Could the National HIV Strategy Help Guide the Covid Fight?

We’re now 6 months or 9 months into the Covid-19 pandemic, depending on whether you count from the recognition of the first cases in China in January or the decision to begin locking down the United States in March. More than 200,000 Americans have died—nearly 25 percent of the deaths worldwide—and almost 7 million others have either tested positive or fallen ill and recovered.In that time, parts of the US health establishment have published guidelines for how to prevent the disease and treat it, along with some documents—though not many—about how the White House has been tracking the illness. But one thing is still missing from the US coronavirus response: a comprehensive national strategy for how to combat Covid-19.This is unusual. In the past, the US government has produced thorough plans for handling epidemics, both for outbreaks we were already in the middle of and for ones we could envision arriving, such as pandemic flu. Now a group of HIV researchers, impatient with the delay, has proposed taking one of those plans, the National HIV/AIDS Strategy, as the basis of a comprehensive Covid-19 response, one that would define what it means to beat back this disease, and set out the steps to get there.

It’s an innovative idea, and public health people not involved in this specific proposal agree a plan is desperately needed. But no one, including the proposers, can figure out how to counter a critical flaw: the Trump White House’s refusal to engage with the things that are needed to end the pandemic. It’s hard to figure out how to have a national plan if the leadership of the nation it addresses declines to take a role.

“Given the severity of the epidemic, we thought there's a real need for a truly comprehensive plan as urgently as possible,” says David Holtgrave, dean of the public health school at the University at Albany, State University of New York, who was the first author on the proposal (published in the journal AIDS and Behavior). “We felt that where we are now is similar in circumstance to HIV: Before the national strategy was written, different federal agencies had handled elements of a plan, but nothing had pulled them together. It's bringing it all together in one comprehensive place that we're calling for.”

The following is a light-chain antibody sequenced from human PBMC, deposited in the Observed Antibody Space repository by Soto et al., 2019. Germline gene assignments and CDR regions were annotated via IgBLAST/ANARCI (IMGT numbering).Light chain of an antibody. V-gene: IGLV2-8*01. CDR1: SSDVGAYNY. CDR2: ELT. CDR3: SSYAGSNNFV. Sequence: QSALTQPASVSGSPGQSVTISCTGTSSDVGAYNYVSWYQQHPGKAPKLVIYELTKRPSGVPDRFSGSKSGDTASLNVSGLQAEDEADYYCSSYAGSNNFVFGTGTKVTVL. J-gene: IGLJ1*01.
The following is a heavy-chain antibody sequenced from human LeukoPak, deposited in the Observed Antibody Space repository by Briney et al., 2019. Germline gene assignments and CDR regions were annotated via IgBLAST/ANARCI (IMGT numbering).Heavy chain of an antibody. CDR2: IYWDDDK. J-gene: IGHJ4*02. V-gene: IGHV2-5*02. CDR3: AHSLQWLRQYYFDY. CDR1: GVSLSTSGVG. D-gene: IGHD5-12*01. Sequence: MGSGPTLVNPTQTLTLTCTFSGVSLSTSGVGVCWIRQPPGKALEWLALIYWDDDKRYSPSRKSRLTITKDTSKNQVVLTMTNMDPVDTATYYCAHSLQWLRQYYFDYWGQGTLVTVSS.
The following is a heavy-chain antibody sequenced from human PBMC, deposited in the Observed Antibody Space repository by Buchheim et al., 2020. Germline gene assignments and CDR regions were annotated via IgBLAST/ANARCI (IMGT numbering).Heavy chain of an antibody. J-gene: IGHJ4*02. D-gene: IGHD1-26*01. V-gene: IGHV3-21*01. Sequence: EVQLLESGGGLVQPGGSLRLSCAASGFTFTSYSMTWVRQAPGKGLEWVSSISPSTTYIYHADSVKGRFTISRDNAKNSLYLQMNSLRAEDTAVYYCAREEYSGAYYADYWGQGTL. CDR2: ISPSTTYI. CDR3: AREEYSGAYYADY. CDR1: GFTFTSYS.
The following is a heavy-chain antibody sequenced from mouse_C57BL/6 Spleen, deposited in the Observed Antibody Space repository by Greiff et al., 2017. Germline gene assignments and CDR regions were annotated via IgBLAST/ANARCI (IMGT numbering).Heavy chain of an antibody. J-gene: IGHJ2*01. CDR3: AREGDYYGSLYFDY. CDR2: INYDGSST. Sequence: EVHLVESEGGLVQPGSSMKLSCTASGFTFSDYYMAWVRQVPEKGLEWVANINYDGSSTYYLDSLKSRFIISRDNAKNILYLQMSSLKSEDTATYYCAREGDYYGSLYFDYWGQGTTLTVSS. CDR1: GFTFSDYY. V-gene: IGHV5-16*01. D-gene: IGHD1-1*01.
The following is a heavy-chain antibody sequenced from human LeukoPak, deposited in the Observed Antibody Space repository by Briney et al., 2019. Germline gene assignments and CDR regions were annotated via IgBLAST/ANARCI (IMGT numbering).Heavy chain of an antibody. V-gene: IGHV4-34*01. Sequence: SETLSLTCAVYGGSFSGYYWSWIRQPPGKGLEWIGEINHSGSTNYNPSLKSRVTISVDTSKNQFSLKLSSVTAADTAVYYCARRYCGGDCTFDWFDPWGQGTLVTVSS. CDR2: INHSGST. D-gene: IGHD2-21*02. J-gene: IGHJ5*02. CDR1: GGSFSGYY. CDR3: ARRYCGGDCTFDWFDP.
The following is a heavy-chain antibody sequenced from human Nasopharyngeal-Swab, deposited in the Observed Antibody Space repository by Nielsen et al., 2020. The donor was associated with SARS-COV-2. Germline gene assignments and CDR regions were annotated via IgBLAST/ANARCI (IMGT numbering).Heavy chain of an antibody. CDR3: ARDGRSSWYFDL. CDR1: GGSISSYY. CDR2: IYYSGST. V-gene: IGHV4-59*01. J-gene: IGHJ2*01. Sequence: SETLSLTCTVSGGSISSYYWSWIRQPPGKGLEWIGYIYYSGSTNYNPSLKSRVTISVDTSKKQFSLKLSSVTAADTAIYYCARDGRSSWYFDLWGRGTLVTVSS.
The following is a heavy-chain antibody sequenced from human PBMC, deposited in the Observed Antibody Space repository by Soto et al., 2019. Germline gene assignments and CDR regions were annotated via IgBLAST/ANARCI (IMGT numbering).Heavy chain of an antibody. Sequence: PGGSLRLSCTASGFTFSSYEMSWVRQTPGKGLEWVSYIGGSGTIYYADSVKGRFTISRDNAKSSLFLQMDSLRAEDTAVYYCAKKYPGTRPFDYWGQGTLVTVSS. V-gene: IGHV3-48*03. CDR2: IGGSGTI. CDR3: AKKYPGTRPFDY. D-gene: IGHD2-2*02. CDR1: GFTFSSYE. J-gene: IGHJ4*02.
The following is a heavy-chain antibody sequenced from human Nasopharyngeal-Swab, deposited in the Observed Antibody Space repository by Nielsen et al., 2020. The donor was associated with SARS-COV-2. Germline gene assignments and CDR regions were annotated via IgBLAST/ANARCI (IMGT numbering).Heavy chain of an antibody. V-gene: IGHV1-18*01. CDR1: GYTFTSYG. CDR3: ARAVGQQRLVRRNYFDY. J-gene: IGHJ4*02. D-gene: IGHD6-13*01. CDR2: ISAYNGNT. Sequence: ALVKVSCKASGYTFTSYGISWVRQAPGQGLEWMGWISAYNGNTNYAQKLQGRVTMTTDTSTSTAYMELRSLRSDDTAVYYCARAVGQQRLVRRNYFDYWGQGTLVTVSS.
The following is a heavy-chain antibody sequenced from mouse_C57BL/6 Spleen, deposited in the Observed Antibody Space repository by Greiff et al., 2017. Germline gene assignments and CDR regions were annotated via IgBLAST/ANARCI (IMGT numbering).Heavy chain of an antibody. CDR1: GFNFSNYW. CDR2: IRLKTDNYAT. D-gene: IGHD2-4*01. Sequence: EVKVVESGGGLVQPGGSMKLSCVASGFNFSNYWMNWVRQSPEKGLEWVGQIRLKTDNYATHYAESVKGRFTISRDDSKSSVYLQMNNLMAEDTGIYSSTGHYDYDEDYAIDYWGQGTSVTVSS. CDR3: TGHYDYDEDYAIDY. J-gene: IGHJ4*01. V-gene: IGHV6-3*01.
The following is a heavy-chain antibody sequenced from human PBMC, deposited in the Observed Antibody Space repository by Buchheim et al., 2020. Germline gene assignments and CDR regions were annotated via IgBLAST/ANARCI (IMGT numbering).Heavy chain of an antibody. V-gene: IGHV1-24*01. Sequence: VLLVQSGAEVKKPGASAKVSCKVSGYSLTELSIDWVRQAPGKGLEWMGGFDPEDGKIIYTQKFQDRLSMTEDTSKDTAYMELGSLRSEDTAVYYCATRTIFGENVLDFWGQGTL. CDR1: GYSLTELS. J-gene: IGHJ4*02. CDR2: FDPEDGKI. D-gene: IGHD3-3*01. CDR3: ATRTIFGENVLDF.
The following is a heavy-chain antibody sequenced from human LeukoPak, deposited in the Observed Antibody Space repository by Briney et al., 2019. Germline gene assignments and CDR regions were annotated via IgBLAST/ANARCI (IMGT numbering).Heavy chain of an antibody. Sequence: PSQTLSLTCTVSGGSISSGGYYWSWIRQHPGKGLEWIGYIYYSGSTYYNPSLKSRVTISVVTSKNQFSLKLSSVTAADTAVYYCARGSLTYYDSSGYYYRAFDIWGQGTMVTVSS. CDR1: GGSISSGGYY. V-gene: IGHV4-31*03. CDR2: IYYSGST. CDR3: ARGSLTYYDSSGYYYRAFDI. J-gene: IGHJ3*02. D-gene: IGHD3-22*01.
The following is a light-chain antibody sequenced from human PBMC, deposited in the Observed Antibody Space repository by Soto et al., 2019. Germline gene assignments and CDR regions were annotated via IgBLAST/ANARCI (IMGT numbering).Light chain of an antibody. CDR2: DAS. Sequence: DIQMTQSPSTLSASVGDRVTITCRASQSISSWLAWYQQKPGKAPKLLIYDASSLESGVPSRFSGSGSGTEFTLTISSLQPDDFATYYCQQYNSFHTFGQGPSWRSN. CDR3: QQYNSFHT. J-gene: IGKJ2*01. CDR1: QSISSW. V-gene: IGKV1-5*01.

The earliest US cases of HIV were recorded in 1981, but it took until 2010 for the then-new Obama administration to write a strategy for countering the disease. By that point, the virus had already been identified (in 1984), the first versions of the drug cocktails that kept AIDS from being rapidly fatal had been announced (in 1996), and the Food and Drug Administration had approved the first rapid diagnostic test for the virus (in 2002).But before 2010, no entity had set goals for what HIV testing and treatment of infections were intended to achieve. The innovation in the original national strategy (it was updated in 2015) was to set numeric targets, such as lowering new infections by 25 percent, raising the number of people getting into care within three months of diagnosis to 85 percent, and setting specific objectives for HIV treatment among members of marginalized groups. Then, starting from those goals, the plan’s authors worked backward to specify the steps that federal agencies, state and urban governments, and nongovernmental organizations would have to take to meet them. It also, touchingly, started with a statement of intent: “The United States will become a place where new HIV infections are rare.”